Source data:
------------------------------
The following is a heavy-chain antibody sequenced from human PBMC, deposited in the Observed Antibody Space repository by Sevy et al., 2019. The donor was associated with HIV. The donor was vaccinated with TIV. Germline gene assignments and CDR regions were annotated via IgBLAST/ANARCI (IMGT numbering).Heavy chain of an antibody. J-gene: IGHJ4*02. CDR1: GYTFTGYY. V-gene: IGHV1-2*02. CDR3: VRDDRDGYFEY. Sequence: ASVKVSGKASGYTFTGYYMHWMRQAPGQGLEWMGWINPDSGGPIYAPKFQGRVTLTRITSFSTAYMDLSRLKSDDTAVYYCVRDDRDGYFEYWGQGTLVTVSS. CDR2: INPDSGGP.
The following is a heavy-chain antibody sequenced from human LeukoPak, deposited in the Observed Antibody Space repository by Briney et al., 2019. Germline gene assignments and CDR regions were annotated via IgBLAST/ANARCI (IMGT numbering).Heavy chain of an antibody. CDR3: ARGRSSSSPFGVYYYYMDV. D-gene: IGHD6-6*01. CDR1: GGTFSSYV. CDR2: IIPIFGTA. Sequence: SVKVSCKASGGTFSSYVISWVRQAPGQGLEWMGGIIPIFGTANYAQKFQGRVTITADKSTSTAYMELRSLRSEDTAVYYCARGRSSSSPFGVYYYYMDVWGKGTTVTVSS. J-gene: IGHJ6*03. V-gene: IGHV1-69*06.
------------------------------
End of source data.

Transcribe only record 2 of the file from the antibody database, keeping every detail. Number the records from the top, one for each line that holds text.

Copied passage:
The following is a heavy-chain antibody sequenced from human LeukoPak, deposited in the Observed Antibody Space repository by Briney et al., 2019. Germline gene assignments and CDR regions were annotated via IgBLAST/ANARCI (IMGT numbering).Heavy chain of an antibody. CDR3: ARGRSSSSPFGVYYYYMDV. D-gene: IGHD6-6*01. CDR1: GGTFSSYV. CDR2: IIPIFGTA. Sequence: SVKVSCKASGGTFSSYVISWVRQAPGQGLEWMGGIIPIFGTANYAQKFQGRVTITADKSTSTAYMELRSLRSEDTAVYYCARGRSSSSPFGVYYYYMDVWGKGTTVTVSS. J-gene: IGHJ6*03. V-gene: IGHV1-69*06.